Sometimes getting a new diagnosis from your doctor can be a scary experience. It may be a surprise and—depending on the medical problem—it can impact the rest of your life. Make sure you talk with your doctor and ask key questions to ensure that you fully understand your medical diagnosis and treatment options.
Questions for Your Doctor
There are some general questions you may ask your doctor when you are given a new diagnosis or recommendation for a new treatment. Remember the 5Ws and an H from kindergarten? “Who”, “What”, “Where”, “When”, “Why” and “How.” The chart below offers a list of possible general questions for your doctor using that framework. You may want to organize your questions before your appointment so that you are more prepared.
Keep in mind, however, that there are also a number of additional questions you may need to ask based on your specific diagnosis or treatment. For example, if you have been diagnosed with a condition such as diabetes or cancer, your questions may be specific to that particular disease. Or if you have been prescribed a new treatment such as a medication, you may ask about side effects, effectiveness, or how long you should take it.
You may receive a lot of information all at once about a new diagnosis. And you might not understand everything right away or you may need to have the information repeated to you—this is normal. Medical information can be complicated and you should feel comfortable asking your doctor to repeat any answers during the visit, or later by phone or email. You may also want to ask for the information in a different way, such as in a handout or fact sheet. Your doctor may be able to provide other resources, brochures, or materials, or point you to reputable medical organizations with information online.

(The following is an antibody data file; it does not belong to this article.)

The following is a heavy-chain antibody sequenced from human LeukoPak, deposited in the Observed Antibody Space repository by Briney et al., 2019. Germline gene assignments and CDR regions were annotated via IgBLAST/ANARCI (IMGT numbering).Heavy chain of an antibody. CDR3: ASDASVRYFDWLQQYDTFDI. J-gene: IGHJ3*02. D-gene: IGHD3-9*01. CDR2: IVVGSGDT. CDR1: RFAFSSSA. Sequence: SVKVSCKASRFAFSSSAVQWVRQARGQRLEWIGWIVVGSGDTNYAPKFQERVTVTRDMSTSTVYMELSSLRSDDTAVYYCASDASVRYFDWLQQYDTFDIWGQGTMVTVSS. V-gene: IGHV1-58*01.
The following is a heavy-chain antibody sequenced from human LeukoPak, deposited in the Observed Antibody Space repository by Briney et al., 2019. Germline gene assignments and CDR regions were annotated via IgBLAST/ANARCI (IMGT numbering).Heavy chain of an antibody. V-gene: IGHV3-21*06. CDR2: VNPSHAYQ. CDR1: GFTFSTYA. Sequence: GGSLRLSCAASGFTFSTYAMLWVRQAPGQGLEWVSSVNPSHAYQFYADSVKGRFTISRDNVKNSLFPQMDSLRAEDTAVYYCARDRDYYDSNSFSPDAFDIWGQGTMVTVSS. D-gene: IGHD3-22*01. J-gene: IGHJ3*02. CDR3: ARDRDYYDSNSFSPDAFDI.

Don’t Leave Without Knowing These Two Things
Before you leave the doctor’s office, ask:
- What do I need to do next?, and
- When will I talk to you about this again?
As a patient, it’s important to understand your doctor’s recommendation for next steps in your care. Your doctor may recommend additional testing or ask you to go see a specialist. Jot these recommendations down.
It is also a good practice to be clear about when you will next meet about the medical issue or treatment. Consider scheduling a follow-up visit before your leave the office or mark it on your calendar to call the doctor’s office to follow-up on results.
Rebecca Ashkenazy, MD is the Women’s and Men’s Health, US Medical Director, Pfizer Inc.
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